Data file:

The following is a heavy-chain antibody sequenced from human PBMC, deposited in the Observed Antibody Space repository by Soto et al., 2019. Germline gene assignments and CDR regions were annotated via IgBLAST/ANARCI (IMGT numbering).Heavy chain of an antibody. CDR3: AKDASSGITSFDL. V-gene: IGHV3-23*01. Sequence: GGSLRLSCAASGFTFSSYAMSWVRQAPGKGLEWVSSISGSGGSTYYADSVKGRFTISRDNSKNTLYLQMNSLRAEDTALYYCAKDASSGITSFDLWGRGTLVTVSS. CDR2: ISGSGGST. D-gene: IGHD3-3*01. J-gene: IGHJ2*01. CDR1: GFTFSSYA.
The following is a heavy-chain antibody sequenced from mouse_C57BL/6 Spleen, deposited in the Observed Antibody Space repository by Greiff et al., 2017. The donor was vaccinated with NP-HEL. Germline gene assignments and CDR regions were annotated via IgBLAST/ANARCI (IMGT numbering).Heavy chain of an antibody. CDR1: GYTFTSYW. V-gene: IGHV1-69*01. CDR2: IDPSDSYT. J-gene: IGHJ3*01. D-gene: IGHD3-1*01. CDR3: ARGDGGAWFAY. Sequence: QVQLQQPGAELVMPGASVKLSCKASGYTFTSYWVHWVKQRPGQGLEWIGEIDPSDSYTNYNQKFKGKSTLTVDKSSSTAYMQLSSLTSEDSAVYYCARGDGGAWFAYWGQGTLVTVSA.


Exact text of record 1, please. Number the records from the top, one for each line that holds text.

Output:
The following is a heavy-chain antibody sequenced from human PBMC, deposited in the Observed Antibody Space repository by Soto et al., 2019. Germline gene assignments and CDR regions were annotated via IgBLAST/ANARCI (IMGT numbering).Heavy chain of an antibody. CDR3: AKDASSGITSFDL. V-gene: IGHV3-23*01. Sequence: GGSLRLSCAASGFTFSSYAMSWVRQAPGKGLEWVSSISGSGGSTYYADSVKGRFTISRDNSKNTLYLQMNSLRAEDTALYYCAKDASSGITSFDLWGRGTLVTVSS. CDR2: ISGSGGST. D-gene: IGHD3-3*01. J-gene: IGHJ2*01. CDR1: GFTFSSYA.